Director's Message


This past week I had the opportunity to travel to Kansas City for the Marine Operations Leadership Summit (MOLS.) It's always great to reconnect with my salty shipmates - i.e., the actual real-life professional mariners and Marine Operations personnel that keep our ships safely at sea conducting NOAA's mission. This year's gathering-formerly-known-as "Command Seminar" was attended by department heads as well as the XOs. Based on my memory and nearly 23 years of service this is a first, and a significant step toward a more inclusive team-oriented approach to marine operations.

Through out the week, I was struck by the energy, enthusiasm and pride in mission in the discussions and break outs, but I was even more impressed with the cohesiveness of this group. Perhaps it was due to the validation of the critical leadership roles our professional mariners provide aboard our ships by including them in this year's MOLS. Perhaps it had to do with the fact that we're a relatively small group of shipmates who, by virtue of living and working with each other over many years, have developed a type of "ohana" based on the special bond created through shared experiences, common values, and the rigors and risks of serving aboard ships at sea. Or perhaps it was because while we can be passionate in our opinions, we all possess a fundamental respect for and trust in one another, and truly appreciate not just our respective roles in keeping our ships sailing, but each individual as the person they are.

During the week, conversations and comments pertaining to teamwork, inclusion, respect, and commitment were had. Words like "respect," "caring," "trust," "inspire," and "inclusion" were heard frequently and felt by the majority, if not all.

While we are in the thick of the holiday season, and as we prepare to end 2016, I want to expand on one of the themes in RDML Lopez's talk at MOLS. The Admiral discussed time. Time is a commodity. Look at how we speak of it - "I spent way too much time on chart corrections." "What did you do with your time on leave?" "We don't have time for that CTD station." "Can I have a minute of your time?"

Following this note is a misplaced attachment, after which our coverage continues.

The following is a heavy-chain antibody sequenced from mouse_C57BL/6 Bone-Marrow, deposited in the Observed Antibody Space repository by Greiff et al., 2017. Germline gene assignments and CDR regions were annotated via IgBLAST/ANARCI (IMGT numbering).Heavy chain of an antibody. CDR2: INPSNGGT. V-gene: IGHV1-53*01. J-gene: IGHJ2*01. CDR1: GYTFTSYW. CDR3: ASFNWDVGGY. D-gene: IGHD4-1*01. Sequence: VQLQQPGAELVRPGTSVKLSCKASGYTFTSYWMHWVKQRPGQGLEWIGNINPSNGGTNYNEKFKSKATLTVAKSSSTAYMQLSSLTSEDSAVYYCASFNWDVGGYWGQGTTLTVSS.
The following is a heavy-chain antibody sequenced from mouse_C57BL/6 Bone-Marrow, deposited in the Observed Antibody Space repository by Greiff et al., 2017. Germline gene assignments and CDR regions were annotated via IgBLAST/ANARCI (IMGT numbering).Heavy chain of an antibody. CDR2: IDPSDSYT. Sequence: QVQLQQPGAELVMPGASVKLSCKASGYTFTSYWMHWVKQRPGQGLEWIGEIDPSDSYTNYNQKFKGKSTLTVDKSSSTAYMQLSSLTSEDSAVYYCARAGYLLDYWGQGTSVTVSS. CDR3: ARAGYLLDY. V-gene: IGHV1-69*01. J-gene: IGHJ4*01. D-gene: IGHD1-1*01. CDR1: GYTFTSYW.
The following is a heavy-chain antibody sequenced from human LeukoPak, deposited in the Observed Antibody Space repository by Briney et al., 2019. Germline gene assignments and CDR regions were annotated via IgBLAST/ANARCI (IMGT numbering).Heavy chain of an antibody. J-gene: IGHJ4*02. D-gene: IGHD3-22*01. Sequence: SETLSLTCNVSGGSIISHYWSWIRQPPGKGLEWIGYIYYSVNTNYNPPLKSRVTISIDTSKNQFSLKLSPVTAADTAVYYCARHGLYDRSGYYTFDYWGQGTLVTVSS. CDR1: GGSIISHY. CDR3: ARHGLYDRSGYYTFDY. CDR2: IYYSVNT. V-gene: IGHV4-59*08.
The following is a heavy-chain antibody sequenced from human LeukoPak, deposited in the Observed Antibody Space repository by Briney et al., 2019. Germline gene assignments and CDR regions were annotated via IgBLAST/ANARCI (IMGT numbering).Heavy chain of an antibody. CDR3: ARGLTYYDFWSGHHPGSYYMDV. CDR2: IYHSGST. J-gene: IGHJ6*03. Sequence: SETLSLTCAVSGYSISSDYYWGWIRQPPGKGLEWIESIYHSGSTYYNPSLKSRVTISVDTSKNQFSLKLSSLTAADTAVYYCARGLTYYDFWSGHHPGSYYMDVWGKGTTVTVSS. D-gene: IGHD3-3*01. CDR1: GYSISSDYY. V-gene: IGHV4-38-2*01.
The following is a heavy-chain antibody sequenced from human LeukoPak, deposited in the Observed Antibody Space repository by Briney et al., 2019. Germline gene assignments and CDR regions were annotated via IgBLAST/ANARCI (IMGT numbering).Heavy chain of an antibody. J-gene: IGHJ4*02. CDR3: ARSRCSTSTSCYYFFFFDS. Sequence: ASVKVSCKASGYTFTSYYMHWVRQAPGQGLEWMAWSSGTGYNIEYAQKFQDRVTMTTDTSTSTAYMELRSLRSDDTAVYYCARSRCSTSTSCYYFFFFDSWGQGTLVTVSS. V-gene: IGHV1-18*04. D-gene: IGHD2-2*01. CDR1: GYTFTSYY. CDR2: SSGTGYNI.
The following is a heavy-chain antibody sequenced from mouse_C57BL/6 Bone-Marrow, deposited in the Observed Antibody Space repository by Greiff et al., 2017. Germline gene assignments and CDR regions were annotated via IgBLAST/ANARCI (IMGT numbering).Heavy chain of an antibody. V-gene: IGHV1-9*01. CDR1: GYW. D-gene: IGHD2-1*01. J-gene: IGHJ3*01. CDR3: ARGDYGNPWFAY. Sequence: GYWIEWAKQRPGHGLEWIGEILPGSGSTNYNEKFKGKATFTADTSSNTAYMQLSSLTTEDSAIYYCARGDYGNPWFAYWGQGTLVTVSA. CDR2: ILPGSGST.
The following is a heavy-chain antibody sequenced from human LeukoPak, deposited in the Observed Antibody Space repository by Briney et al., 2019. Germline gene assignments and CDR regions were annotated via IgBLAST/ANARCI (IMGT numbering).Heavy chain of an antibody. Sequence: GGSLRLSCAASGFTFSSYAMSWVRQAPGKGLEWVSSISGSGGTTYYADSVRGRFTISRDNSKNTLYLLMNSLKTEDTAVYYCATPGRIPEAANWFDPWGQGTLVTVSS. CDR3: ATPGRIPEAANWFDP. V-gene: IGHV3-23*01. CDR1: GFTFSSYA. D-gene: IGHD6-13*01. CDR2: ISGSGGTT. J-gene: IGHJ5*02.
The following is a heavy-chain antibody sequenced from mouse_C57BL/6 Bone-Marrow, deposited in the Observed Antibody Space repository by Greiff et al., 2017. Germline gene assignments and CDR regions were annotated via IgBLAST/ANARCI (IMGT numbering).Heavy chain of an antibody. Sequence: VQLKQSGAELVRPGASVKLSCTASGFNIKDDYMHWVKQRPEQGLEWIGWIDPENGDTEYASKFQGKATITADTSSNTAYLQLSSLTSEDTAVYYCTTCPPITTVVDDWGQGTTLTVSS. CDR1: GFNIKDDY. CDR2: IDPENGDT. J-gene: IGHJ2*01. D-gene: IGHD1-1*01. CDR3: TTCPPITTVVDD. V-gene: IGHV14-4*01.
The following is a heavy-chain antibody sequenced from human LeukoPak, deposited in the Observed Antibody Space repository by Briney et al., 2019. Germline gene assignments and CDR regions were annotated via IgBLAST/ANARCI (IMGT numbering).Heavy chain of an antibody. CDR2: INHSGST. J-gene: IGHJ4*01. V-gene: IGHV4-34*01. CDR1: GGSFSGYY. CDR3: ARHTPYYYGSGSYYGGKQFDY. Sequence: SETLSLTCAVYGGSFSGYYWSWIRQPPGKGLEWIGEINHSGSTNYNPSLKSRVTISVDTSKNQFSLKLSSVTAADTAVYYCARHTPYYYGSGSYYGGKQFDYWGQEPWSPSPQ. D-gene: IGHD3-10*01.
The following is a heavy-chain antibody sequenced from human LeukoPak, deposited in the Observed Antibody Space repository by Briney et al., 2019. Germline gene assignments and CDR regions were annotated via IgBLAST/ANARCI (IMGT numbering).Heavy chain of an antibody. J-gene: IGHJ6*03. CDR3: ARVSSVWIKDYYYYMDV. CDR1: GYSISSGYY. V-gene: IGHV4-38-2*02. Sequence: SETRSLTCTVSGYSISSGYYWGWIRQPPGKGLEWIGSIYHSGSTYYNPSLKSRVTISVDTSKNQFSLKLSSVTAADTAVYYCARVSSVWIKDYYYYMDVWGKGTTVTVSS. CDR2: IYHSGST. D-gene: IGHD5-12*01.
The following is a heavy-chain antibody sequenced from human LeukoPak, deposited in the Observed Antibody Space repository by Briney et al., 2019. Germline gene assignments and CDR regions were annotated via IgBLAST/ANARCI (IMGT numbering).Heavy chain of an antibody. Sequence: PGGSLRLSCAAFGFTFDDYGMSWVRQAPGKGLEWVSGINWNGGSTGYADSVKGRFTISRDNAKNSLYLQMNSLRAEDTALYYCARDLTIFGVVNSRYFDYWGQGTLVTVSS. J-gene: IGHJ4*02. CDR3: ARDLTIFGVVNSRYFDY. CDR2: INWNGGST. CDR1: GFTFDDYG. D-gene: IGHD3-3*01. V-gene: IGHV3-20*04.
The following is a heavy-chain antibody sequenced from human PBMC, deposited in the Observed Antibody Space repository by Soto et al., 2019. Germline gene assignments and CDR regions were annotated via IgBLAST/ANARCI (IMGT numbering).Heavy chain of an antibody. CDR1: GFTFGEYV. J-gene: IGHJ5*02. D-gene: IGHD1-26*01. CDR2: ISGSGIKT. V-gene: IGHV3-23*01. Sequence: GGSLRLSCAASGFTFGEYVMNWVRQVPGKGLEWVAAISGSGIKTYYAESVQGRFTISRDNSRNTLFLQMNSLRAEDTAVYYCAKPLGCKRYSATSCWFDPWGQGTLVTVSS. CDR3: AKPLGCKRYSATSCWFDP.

The sudden and unexpected passing of RET Ricardo Guevara, LCDR Greg Schweitzer, and Ms. Allison Routt (BOTC-84, NMFS civilian employee) has shocked and impacted a lot of us. We never could have imagined that their time with us was coming to such an abrupt end. The grief from their unexpected loss combined with this time of year provides fertile ground for thoughts of hopelessness, or can exacerbate chronic emotional pain. So please, take care of yourself and spend some time on yourself...whatever that looks like.

And if you're feeling the holiday blues for any reason, know that you're not alone and you're not broken. Put down the phone, the tablet, the remote, and unplug. Get outside the echo chamber of your head and reach out to someone. Seek counseling, get pastoral care, talk to a shipmate or family. There is no shame or stigma in seeking help. (I think I'm a prime example of that!) Don't be so hard on yourself. Know that you are allowed to be human, and that includes the time you spend at work. Emotion is not only allowed, it is expected and I encourage it. Spend time with people who care about you; your ohana whoever that may be - blood relatives, adopted, or intentional.

I never want to find myself wishing that I had more time with anyone else ever again. If you're struggling, know that from what I saw and felt from my shipmates at MOLS, there are plenty of people who are glad you're here, care about you despite whatever quirks or flaws you THINK you have, and would do anything for you to see you underway again in the near future. I'm extremely grateful for my NOAA ohana. You make me proud to be a part of this organization every day.